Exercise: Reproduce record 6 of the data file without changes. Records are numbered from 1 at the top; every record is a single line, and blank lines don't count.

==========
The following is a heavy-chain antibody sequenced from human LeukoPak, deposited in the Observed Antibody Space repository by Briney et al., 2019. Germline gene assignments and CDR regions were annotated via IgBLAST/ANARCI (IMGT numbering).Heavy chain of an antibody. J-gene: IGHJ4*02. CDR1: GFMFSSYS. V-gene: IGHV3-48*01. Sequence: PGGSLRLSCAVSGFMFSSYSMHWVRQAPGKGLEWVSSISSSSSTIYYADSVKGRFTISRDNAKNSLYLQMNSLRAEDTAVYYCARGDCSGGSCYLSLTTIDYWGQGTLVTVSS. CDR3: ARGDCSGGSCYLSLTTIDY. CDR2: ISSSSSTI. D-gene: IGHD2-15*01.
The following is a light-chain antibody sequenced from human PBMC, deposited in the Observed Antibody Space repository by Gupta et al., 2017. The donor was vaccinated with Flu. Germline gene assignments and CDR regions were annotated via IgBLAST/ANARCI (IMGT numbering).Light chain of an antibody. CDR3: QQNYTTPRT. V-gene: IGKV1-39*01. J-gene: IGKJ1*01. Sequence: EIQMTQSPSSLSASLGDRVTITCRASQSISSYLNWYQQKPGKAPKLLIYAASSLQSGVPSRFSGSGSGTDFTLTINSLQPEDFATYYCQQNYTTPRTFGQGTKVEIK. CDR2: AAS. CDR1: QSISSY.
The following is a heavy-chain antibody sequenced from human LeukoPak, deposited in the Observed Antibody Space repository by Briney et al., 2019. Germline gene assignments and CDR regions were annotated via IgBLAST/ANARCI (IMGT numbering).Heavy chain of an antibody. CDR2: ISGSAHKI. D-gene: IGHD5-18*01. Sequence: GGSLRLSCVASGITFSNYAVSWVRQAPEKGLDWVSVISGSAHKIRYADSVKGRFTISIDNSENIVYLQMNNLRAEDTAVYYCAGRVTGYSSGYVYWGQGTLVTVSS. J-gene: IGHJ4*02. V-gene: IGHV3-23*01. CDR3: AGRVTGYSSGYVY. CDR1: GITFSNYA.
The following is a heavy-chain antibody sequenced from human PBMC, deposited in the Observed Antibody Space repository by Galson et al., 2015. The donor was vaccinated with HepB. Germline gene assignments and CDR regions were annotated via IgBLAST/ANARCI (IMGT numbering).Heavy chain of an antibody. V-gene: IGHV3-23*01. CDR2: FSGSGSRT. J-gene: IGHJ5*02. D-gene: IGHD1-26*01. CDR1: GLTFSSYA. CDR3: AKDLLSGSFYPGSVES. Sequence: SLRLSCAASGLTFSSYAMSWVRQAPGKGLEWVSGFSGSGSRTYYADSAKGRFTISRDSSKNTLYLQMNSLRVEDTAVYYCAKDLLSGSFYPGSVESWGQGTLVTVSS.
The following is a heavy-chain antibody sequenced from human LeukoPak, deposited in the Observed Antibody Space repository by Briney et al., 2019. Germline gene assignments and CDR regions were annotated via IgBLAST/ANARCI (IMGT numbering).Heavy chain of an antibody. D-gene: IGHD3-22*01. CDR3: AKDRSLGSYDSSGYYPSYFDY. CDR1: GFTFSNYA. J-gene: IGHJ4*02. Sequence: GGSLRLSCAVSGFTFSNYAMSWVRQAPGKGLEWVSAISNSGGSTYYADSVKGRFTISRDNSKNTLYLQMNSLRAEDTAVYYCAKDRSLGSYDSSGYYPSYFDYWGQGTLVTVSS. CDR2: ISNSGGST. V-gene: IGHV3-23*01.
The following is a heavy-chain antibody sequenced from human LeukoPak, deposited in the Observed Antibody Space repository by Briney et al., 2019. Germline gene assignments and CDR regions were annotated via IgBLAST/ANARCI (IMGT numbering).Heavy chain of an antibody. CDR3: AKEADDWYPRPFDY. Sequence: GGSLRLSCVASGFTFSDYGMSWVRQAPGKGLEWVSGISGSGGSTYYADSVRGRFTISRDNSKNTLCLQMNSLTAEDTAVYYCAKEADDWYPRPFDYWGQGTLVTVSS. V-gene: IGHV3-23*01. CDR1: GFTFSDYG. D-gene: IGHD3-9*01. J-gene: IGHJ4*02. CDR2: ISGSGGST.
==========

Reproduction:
The following is a heavy-chain antibody sequenced from human LeukoPak, deposited in the Observed Antibody Space repository by Briney et al., 2019. Germline gene assignments and CDR regions were annotated via IgBLAST/ANARCI (IMGT numbering).Heavy chain of an antibody. CDR3: AKEADDWYPRPFDY. Sequence: GGSLRLSCVASGFTFSDYGMSWVRQAPGKGLEWVSGISGSGGSTYYADSVRGRFTISRDNSKNTLCLQMNSLTAEDTAVYYCAKEADDWYPRPFDYWGQGTLVTVSS. V-gene: IGHV3-23*01. CDR1: GFTFSDYG. D-gene: IGHD3-9*01. J-gene: IGHJ4*02. CDR2: ISGSGGST.